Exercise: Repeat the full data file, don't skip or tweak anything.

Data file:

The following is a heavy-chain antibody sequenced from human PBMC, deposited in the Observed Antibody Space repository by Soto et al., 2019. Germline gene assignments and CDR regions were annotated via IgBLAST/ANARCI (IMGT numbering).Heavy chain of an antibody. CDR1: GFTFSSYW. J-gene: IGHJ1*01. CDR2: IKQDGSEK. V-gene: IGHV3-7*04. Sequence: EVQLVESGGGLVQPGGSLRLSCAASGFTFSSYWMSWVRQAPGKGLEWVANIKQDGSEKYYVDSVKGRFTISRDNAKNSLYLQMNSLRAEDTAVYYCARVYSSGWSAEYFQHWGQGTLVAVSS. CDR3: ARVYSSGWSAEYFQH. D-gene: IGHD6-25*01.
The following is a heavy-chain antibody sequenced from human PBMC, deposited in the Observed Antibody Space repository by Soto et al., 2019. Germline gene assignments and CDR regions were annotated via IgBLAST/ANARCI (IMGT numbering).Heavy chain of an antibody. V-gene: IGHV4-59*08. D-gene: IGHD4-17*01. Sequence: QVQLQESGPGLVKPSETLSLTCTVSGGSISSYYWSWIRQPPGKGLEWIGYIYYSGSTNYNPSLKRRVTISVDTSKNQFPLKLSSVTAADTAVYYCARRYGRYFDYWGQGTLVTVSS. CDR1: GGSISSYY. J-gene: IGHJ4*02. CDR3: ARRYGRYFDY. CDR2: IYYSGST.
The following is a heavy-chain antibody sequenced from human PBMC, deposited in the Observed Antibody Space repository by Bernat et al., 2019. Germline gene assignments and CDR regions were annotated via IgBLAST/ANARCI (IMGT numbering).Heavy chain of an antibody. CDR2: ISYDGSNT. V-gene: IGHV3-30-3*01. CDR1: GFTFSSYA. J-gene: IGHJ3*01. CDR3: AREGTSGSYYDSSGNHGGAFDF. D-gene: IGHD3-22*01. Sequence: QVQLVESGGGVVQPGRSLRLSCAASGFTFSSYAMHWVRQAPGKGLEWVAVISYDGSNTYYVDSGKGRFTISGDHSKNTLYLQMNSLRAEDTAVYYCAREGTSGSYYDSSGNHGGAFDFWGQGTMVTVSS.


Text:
The following is a heavy-chain antibody sequenced from human PBMC, deposited in the Observed Antibody Space repository by Soto et al., 2019. Germline gene assignments and CDR regions were annotated via IgBLAST/ANARCI (IMGT numbering).Heavy chain of an antibody. CDR1: GFTFSSYW. J-gene: IGHJ1*01. CDR2: IKQDGSEK. V-gene: IGHV3-7*04. Sequence: EVQLVESGGGLVQPGGSLRLSCAASGFTFSSYWMSWVRQAPGKGLEWVANIKQDGSEKYYVDSVKGRFTISRDNAKNSLYLQMNSLRAEDTAVYYCARVYSSGWSAEYFQHWGQGTLVAVSS. CDR3: ARVYSSGWSAEYFQH. D-gene: IGHD6-25*01.
The following is a heavy-chain antibody sequenced from human PBMC, deposited in the Observed Antibody Space repository by Soto et al., 2019. Germline gene assignments and CDR regions were annotated via IgBLAST/ANARCI (IMGT numbering).Heavy chain of an antibody. V-gene: IGHV4-59*08. D-gene: IGHD4-17*01. Sequence: QVQLQESGPGLVKPSETLSLTCTVSGGSISSYYWSWIRQPPGKGLEWIGYIYYSGSTNYNPSLKRRVTISVDTSKNQFPLKLSSVTAADTAVYYCARRYGRYFDYWGQGTLVTVSS. CDR1: GGSISSYY. J-gene: IGHJ4*02. CDR3: ARRYGRYFDY. CDR2: IYYSGST.
The following is a heavy-chain antibody sequenced from human PBMC, deposited in the Observed Antibody Space repository by Bernat et al., 2019. Germline gene assignments and CDR regions were annotated via IgBLAST/ANARCI (IMGT numbering).Heavy chain of an antibody. CDR2: ISYDGSNT. V-gene: IGHV3-30-3*01. CDR1: GFTFSSYA. J-gene: IGHJ3*01. CDR3: AREGTSGSYYDSSGNHGGAFDF. D-gene: IGHD3-22*01. Sequence: QVQLVESGGGVVQPGRSLRLSCAASGFTFSSYAMHWVRQAPGKGLEWVAVISYDGSNTYYVDSGKGRFTISGDHSKNTLYLQMNSLRAEDTAVYYCAREGTSGSYYDSSGNHGGAFDFWGQGTMVTVSS.